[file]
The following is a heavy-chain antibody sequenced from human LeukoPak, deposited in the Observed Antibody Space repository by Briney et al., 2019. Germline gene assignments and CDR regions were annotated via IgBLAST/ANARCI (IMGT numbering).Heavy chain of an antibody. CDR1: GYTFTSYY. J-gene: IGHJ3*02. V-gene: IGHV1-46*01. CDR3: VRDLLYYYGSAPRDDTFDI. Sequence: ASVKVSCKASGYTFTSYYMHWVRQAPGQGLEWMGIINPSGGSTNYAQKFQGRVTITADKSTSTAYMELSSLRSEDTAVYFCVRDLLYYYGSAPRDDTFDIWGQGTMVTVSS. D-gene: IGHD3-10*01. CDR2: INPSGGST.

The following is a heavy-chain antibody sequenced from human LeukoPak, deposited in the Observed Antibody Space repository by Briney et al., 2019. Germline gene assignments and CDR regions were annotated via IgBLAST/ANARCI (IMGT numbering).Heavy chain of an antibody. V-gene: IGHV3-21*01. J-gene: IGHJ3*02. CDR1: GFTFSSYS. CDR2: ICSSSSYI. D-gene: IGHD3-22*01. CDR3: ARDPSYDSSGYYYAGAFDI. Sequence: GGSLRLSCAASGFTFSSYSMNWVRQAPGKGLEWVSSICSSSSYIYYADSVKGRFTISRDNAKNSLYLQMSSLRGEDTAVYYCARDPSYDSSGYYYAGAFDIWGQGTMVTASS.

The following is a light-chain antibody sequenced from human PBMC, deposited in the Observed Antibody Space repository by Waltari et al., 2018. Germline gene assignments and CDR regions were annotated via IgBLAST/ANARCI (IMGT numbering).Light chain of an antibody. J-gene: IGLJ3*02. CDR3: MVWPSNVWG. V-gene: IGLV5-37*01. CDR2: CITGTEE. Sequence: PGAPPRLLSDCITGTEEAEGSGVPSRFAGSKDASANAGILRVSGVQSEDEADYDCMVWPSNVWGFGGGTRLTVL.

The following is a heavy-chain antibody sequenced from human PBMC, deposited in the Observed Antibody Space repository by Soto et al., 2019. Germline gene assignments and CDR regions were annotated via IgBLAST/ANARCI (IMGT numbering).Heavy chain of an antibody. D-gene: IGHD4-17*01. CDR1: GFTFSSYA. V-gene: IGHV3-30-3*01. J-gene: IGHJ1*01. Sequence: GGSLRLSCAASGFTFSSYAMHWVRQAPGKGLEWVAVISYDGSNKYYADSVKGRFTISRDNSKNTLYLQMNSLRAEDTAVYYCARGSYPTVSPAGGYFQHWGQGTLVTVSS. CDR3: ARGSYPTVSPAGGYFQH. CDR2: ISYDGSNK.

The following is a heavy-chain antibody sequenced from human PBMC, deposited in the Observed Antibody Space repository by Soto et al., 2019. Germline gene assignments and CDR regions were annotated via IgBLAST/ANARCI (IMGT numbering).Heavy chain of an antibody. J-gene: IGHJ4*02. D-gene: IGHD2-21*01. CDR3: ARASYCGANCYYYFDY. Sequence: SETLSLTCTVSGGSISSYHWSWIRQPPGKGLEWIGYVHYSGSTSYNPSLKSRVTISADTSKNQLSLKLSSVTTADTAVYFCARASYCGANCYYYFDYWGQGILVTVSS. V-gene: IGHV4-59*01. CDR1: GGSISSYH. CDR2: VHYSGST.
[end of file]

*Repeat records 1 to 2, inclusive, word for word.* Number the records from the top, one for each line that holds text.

The following is a heavy-chain antibody sequenced from human LeukoPak, deposited in the Observed Antibody Space repository by Briney et al., 2019. Germline gene assignments and CDR regions were annotated via IgBLAST/ANARCI (IMGT numbering).Heavy chain of an antibody. CDR1: GYTFTSYY. J-gene: IGHJ3*02. V-gene: IGHV1-46*01. CDR3: VRDLLYYYGSAPRDDTFDI. Sequence: ASVKVSCKASGYTFTSYYMHWVRQAPGQGLEWMGIINPSGGSTNYAQKFQGRVTITADKSTSTAYMELSSLRSEDTAVYFCVRDLLYYYGSAPRDDTFDIWGQGTMVTVSS. D-gene: IGHD3-10*01. CDR2: INPSGGST.

The following is a heavy-chain antibody sequenced from human LeukoPak, deposited in the Observed Antibody Space repository by Briney et al., 2019. Germline gene assignments and CDR regions were annotated via IgBLAST/ANARCI (IMGT numbering).Heavy chain of an antibody. V-gene: IGHV3-21*01. J-gene: IGHJ3*02. CDR1: GFTFSSYS. CDR2: ICSSSSYI. D-gene: IGHD3-22*01. CDR3: ARDPSYDSSGYYYAGAFDI. Sequence: GGSLRLSCAASGFTFSSYSMNWVRQAPGKGLEWVSSICSSSSYIYYADSVKGRFTISRDNAKNSLYLQMSSLRGEDTAVYYCARDPSYDSSGYYYAGAFDIWGQGTMVTASS.